Long Island, meanwhile, lobbied to extend I-495 east over NY 495. The extension took place in the 1980s, at which time the NY 495 signs were taken down and I-495 was extended to the east end of the LIE.[1] The section of I-495 in the vicinity of the Lincoln Tunnel was redesignated as NY 495 at this time.[1] The extension of I-495 to Riverhead makes the highway a spur, which should have an odd first digit according to the Interstate Highway System's numbering scheme. Even first digits are usually assigned to bypasses, connectors, and beltways, as I-495 was prior to the 1980s.[1] A proposed Long Island Crossing would have extended the LIE across Long Island Sound to I-95 in either Guilford, Connecticut, Old Saybrook, Connecticut, or Rhode Island via a series of existing and man-made islands, but a lack of funding as well as public opposition led to the demise of these proposals.[21]

County Route 48 in Suffolk County was originally intended to become part of the North Fork extension of the Long Island Expressway.[22][23]


From 1994 to 2005, High-occupancy vehicle lanes (HOV) were added to I-495. Beginning with a small section in Western Suffolk County, the lanes were added in subsequent sections until their completion on June 30, 2005. There is one HOV lane in each direction, in the median of the highway. They now run from exit 31 Cross Island Parkway to exit 64 at Medford in central Suffolk County.[1] From 6:00 am to 10:00 am and from 3:00 pm to 8:00 pm Monday through Friday, the HOV lanes are limited to buses, motorcycles, and Clean Pass vehicles without occupancy requirement and passenger vehicles with at least two occupants. Trailers and commercial trucks are always prohibited therein.[24]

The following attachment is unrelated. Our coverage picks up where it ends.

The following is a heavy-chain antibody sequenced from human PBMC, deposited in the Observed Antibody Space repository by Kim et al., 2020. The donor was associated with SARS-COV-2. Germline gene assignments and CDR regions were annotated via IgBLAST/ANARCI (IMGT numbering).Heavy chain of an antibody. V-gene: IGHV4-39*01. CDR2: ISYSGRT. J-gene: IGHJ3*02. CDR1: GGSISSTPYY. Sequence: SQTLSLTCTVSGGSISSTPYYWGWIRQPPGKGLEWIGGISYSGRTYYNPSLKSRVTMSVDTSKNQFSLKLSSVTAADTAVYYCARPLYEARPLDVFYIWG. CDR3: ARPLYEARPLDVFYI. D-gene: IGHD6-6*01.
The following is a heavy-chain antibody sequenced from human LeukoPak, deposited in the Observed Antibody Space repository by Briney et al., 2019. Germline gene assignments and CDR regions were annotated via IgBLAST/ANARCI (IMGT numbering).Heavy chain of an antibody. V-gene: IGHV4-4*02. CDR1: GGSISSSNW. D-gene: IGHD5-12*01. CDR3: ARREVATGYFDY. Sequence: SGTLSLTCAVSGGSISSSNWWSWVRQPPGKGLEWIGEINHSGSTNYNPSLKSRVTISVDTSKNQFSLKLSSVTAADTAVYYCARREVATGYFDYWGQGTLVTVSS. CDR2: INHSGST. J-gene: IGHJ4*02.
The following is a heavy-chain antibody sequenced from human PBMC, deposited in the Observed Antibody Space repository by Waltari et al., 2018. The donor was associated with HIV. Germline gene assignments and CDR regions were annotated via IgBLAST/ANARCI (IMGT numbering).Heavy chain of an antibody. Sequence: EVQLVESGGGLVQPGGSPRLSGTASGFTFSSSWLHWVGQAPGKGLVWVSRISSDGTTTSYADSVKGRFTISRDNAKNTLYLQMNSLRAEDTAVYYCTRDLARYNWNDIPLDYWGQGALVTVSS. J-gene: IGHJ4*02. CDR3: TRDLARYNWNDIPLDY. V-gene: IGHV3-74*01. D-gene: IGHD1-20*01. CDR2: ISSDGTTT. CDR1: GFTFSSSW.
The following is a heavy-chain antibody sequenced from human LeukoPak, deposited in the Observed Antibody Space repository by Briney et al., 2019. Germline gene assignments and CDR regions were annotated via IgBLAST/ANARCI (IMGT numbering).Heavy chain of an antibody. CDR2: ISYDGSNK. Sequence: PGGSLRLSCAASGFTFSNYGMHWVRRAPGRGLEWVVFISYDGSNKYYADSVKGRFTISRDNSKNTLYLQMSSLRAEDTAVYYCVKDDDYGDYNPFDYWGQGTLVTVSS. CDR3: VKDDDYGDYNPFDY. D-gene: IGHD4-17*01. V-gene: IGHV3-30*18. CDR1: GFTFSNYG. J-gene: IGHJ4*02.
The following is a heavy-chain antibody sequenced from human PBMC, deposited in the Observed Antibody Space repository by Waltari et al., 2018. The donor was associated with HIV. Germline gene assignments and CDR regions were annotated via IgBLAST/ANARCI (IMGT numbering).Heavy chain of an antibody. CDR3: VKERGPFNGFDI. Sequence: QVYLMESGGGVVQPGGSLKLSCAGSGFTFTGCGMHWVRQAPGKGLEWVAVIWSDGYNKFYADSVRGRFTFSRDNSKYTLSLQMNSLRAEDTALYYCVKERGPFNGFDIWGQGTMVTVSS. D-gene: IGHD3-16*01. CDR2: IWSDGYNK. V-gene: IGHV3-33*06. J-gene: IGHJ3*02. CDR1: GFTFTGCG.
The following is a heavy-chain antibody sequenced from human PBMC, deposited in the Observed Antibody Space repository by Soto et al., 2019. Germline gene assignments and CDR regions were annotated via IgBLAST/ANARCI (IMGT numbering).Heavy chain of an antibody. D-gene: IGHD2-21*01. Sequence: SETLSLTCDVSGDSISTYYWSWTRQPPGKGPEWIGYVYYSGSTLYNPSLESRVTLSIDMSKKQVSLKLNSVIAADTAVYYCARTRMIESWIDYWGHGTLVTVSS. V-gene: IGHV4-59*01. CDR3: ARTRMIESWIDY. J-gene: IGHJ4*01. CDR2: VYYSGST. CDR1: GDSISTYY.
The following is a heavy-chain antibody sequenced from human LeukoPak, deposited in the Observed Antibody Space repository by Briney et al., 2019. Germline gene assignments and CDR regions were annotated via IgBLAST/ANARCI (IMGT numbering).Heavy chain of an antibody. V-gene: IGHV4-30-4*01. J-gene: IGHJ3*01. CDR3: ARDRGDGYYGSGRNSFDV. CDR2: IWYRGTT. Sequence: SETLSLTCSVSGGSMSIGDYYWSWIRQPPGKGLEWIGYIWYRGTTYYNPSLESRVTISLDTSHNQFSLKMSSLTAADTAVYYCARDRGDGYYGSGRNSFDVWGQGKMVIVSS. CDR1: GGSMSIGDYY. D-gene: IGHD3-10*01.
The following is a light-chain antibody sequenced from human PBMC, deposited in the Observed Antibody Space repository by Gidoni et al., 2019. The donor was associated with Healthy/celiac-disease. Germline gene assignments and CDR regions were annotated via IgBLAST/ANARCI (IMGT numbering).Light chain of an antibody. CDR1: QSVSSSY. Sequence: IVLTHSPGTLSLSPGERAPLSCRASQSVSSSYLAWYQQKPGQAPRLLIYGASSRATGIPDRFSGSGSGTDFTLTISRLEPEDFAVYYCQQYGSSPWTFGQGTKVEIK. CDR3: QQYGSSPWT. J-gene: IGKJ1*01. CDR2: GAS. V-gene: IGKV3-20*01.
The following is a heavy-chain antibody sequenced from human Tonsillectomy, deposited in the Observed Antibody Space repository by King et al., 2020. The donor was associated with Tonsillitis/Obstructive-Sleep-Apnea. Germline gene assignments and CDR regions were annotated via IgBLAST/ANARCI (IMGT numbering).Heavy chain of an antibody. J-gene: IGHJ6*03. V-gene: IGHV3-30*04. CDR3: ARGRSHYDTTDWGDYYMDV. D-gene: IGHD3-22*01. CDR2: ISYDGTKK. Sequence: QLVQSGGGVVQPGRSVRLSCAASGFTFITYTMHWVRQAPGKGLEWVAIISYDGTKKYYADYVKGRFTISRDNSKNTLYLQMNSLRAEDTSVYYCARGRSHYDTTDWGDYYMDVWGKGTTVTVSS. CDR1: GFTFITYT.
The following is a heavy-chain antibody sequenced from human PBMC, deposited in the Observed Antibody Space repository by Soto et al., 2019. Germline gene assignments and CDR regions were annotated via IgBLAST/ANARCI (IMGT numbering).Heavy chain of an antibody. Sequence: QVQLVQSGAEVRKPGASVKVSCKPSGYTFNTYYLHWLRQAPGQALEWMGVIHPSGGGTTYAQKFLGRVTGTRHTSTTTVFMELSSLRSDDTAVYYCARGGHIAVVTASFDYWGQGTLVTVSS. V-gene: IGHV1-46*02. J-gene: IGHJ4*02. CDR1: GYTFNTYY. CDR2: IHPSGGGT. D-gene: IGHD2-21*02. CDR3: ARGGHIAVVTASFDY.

I-495 lacked proper lighting along its route in Nassau and Suffolk counties for many years. Because of this, motorists would be driving into complete darkness after crossing the Queens-Nassau border. Despite constant requests from New York local officials, no immediate plans were made. Finally, in 1980, the first streetlights were installed in eastern Nassau county. The final streetlights were installed between exits 39 and 40 in 2002 in Nassau County.[1]

Proposed interchanges and service road configurations

As the Long Island Expressway was being built across Long Island, it was specifically being designed to accommodate certain topographical conditions and proposed interchanges. Exit 30 was originally a partial cloverleaf interchange with Cross Island Parkway. Eastbound exit 30S was for Easthampton Boulevard with a connecting ramp to the Southbound Cross Island Parkway. Exit 31 was originally a Westbound Only interchange for Douglaston Parkway.[25] Exit 39A was intended for the proposed extension of the Wantagh State Parkway near Powell Road in Old Westbury. It was going to be a "Y" Interchange with an east-to-southbound only off-ramp and a north-to-westbound only on-ramp running beneath Powell Road.[26][27]